Elway may be inattentive on occasion, but he is, according to the experts, a forward passer possibly without peer. Last season he set Pac-10 Conference records for touchdown passes, completions, touchdowns running and passing (31; he ran for four) and total offense (2,939 yards) plus a single-game mark for TD passes (six against Oregon State) and TD passes in a quarter (four, also against the Beavers), which also equaled an NCAA record. He was one of the handful of quarterbacks ever to be named All-America as a sophomore. Against Purdue this year he set personal highs by completing 33 of 44 passes for 418 yards. Against Ohio State he rallied Stanford to a near-upset by completing 21 of 27 second-half passes, including nine in a row late in the third and early in the fourth quarters. Only a fumble after a reception by second-team Halfback Vincent White stopped a last-minute Stanford drive and preserved Ohio State's win.
Alas, his ankle injury, which he suffered against Purdue, sorely limited Elway's mobility and forced him to alter his passing motion—instead of throwing with his whole body, he was using almost all arm and wrist—in the first four games, and he played less than a half against Arizona State in the seventh game, albeit completing 10 of 17 passes for 270 yards and three touchdowns, before chipping the bone in his hand and suffering the concussion. Despite all of these handicaps, his performance has been, in its own way, fully as remarkable as the gaudier one of the previous season.
"I've learned a lot this year," Elway, ever cheerful, says. "You learn more from losing, I think. Your patience sure gets tested, for one thing. And I've learned self-control. I've learned to deal with frustration. It's a new situation for me—losing. It demonstrates how much the quarterback depends on the people around him. I'm determined to finish this season on a winning note. Then we'll come out fired up for next year."
Stanford's dismal showing has in no way cooled the ardor professional scouts feel for the quarterback. "I've been in this business 20 years, and I'd have to say that Elway is the best I've ever seen," says Tony Razzano, director of college scouting for the 49ers. "At this point, that is. He's the best junior I've ever seen. And sometimes when a player doesn't seem to have the accompaniment he might, you can't let it bother you that they're 2-7. You can't really say Elway hasn't produced." When relatively healthy, as he was last week against Oregon State, Elway vindicates his backers. Playing only 2½ quarters of the 63-9 win, Elway completed 15 of 20 passes for 245 yards and three touchdowns.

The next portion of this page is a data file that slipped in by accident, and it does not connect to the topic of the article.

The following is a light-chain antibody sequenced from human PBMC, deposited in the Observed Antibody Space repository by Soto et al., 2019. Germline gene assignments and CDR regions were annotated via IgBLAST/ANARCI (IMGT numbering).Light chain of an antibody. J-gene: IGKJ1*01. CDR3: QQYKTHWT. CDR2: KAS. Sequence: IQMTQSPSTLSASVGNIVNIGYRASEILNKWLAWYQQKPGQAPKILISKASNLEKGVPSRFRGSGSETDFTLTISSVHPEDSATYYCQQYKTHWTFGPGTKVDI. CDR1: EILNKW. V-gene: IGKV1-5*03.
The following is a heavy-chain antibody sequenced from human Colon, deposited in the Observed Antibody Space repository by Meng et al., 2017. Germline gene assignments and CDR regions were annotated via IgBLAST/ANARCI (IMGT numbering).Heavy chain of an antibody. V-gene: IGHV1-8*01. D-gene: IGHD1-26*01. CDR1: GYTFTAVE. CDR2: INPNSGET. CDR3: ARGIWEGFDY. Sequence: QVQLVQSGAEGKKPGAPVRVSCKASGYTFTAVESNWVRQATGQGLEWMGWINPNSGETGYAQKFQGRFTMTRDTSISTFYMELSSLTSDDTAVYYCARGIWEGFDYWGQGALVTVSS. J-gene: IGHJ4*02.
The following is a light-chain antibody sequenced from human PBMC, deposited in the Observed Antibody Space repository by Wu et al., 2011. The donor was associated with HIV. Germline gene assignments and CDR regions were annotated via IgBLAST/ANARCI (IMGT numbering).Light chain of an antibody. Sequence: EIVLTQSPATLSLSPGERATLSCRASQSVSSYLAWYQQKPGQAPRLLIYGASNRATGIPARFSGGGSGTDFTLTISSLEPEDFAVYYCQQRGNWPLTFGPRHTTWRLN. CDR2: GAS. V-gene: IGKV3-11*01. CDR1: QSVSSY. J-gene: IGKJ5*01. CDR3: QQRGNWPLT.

"Elway's got everything going for him, no negatives to speak of," says Tom Braatz, director of player personnel for the Falcons. "His possibilities are unlimited," says Gil Brandt, the Cowboys' head of personnel development. "He's an outstanding athlete, with the kind of physical ability that could make a Bert Jones-or a Terry Bradshaw-type of quarterback." Of the injuries and the losses Brandt says, "With all that, with the physical abilities he has, if he were a senior he'd still be the first guy picked in the draft."
College coaches speak of him as if he were discovered in the bullrushes. After he threw for three touchdowns (and ran for another) in Stanford's stunning 31-14 upset of Oklahoma in Norman last season, Sooner Coach Barry Switzer said, "John Elway put on the greatest exhibition of quarterback play and passing I've ever seen on this field." When asked to compare Elway with Ohio State's Art Schlichter, UCLA Coach Terry Donahue said, "It's like comparing apples and oranges. If you ask me who I'd least like to face, it's John Elway." Speculating on Elway's future in professional football, Stanford Coach Paul Wiggin, himself a former Stanford All-America and All-Pro defensive end with the Browns, said, "He's a franchise, an automatic. I played with John Brodie here at Stanford, and John was one of the truly great players in the game, but as a sophomore, at the same stage of development, he couldn't compare with John Elway."
The first week he stepped on a practice field as a freshman in 1979, Elway scared off two top quarterback prospects, Babe Laufenberg and Grayson Rogers, who quickly transferred to other schools—Laufenberg to Indiana, by way of Pierce Junior College in L.A., Rogers to the University of the Pacific—and both have started at quarterback. Turk Schonert, a senior then, now with the Cincinnati Bengals, who had patiently waited his turn through the Guy Benjamin (49ers) and Steve Dils (Vikings) eras, was almost equally threatened by the freshman flamethrower. "Turk felt the pressure, no question," says Fassel. Schonert merely led the nation in passing that year. He almost had to in order to stave off Elway. "If you can play ahead of John Elway," says Fassel, "you're a great quarterback, and I don't care if you are a senior and he is only a freshman."